I recently got fired from a startup for proving the Brian Kimball (Boston) wrong too many times. Don’t worry… I already landed a CTO position at a company that can recognize talent and values it. I have worked for or with dozens of startups and have always risen in the ranks due to my leadership skills and extremely high output, while keeping things like code quality, maintainability, and scalability in mind. This is the first time in my life I haven’t impressed a company.

Well… I did at first. There was a ton of talk about how great I am and how I’m killing it, even how I’d become the head of engineering. But Brian Kimball didn’t like that I wanted to make the application maintainable. The concept of mappers and DTOs was foreign to him, so he had NO IDEA how to use them, despite them being hyper-simplistic. You see… he has never worked for a company that is known for having strong tech and he has zero startup experience. He complained and complained and complained. I have to write the shape definition for an object?! OMG THAT’S SO NOT OKAY! Okay…

So it became a point of contention. Brian was always crying about it and I would always defend it. It’s scalable, it sets us up for being able to have an API (we’d need 2 later), it helps with security and over-fetching. And he would say things like “but it’s so hard” (dude a mapper is the most basic code you can write) and “your points are right, but I don’t like it. I’ll find a reason why my idea is better”. What? Hahaha. Your ego is out of control, bud. You think you’re right, but aren’t, and your argument is that you’ll find a reason the solution is bad, later? But you’re right now? Again… hahaha.

The thing is Brian Kimball has zero experience as an engineering leader and zero experience at startups. He’s really a product guy, who can kind of code, albeit extremely poorly. What REALLY happened is two things: he mostly worked at Bullhorn, a company with laughable tech and that’s the basis of his experience. So he took the extreme opposite approach with his own startup: use experimental tech that’s half-assed, even if it kills us, because it’s “cool” – fuck what works. And his county-sized-ego was broken by me. It was fine when it was just the two of us, but the second I started proving him wrong in front of others… fired.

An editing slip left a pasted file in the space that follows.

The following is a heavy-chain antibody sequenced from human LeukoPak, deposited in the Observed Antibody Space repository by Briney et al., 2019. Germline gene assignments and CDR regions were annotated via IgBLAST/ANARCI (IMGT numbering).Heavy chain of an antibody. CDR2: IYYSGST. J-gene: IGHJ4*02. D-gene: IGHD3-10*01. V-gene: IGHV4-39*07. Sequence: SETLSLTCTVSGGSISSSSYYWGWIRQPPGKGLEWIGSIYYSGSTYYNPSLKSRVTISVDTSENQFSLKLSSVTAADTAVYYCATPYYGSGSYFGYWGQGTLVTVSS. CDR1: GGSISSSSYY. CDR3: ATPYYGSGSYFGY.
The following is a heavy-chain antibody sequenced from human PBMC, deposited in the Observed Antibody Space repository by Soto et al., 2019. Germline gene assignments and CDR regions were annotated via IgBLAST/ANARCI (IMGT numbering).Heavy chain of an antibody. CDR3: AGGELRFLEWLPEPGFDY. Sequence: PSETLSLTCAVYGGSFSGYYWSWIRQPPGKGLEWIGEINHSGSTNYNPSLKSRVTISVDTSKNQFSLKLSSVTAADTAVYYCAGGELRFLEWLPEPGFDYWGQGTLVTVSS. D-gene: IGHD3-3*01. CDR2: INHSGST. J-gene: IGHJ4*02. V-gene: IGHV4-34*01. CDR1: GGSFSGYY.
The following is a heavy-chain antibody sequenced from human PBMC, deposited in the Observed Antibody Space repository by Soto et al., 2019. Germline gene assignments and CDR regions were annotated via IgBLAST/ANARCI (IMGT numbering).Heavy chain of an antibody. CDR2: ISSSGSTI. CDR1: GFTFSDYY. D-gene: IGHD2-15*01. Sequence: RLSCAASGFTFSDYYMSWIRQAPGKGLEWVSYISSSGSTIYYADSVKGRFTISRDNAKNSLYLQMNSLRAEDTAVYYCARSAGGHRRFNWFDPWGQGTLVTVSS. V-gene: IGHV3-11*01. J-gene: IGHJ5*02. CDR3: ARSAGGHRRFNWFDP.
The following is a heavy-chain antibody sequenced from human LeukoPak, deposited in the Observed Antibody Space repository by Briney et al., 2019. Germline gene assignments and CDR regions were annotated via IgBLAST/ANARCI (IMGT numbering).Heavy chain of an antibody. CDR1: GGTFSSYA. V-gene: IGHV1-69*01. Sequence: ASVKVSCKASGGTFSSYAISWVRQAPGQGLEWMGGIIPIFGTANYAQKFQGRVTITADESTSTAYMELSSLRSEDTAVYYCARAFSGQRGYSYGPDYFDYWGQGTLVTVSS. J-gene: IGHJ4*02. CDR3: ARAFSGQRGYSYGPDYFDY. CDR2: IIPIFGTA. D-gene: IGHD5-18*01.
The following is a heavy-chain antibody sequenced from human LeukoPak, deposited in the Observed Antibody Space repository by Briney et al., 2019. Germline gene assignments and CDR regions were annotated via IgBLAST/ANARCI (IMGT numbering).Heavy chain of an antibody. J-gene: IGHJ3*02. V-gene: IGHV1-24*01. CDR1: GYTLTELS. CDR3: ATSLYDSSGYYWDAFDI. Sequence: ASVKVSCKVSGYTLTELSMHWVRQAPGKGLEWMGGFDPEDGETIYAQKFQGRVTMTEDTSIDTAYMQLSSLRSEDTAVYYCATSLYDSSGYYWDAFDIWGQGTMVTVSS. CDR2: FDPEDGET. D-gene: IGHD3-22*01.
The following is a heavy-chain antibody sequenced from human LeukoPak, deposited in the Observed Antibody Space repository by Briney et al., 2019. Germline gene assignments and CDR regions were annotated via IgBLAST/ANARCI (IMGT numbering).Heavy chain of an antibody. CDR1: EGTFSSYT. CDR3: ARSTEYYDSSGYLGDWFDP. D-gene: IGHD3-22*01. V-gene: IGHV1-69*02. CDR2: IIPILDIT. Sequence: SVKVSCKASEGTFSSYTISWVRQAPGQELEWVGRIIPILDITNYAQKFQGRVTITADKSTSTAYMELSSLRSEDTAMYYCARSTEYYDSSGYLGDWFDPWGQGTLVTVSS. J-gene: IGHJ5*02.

He would say things like it doesn’t have to scale! Yeah, TOTALLY agree, but if we can set ourselves up for that for “free”, why not do it? It’s obvious he has never worked for a startup. He read a couple of blog posts about how you don’t need to scale and took it as gospel. Again, yes… but if you can be forward looking for “free”, fucking do it.

What ended up happening is Brian waited until I was on PTO to create a document and spreadsheet showcasing how exposing all of the database fields to the consumer and making queries on pages (1995 PHP style) was a tiny bit faster. I saw this and added my own points around maintainability, security, scalability, tech debt, etc and gave everything a “weight”, so we could determine which idea actually wins. He did not include any pillar of engineering in his arguments and as soon as I started added objective measurements he lost it. The scale was 0-1 (like in AI) and I put maintainability as a 1, everything else less than that. Pro tip: maintainability is king. After all of our Google Doc arguments he added a column “DX” (developer experience) and gave it a weight of 100. Yes… on a scale from 0-1 DX gets a 100. I called him out and he lost it again. The Monday after I was let go.

So… what’s the take away? If you’re not a leader, that’s fine. If you’re not the best at your craft that’s fine too. But learn how to identify and leverage the people that are. When you are outclassed it doesn’t mean you lost, it means you can LEARN. Your ego only hurts your personal growth. And lastly, if you have zero experience that is relevant just shut up and let the professionals do their thing. It’s what you hired them for after all. Why would you let your ego and under-developed skill set misguide you? Be objective my fellow engineers – it’s what you’re getting paid to do. And lastlyer, let this serve as a warning. Do not work for Brian Kimball. His experience is far from impressive, his ego is huge, and his skill set is weak at best. He’s just going to fire you if you embarrass him, which is extremely easy to do. Be humble. Listen to the smart people in the room. Never stop learning. Adapt. And be objective people. Don’t become a Brian – it will sink your ship.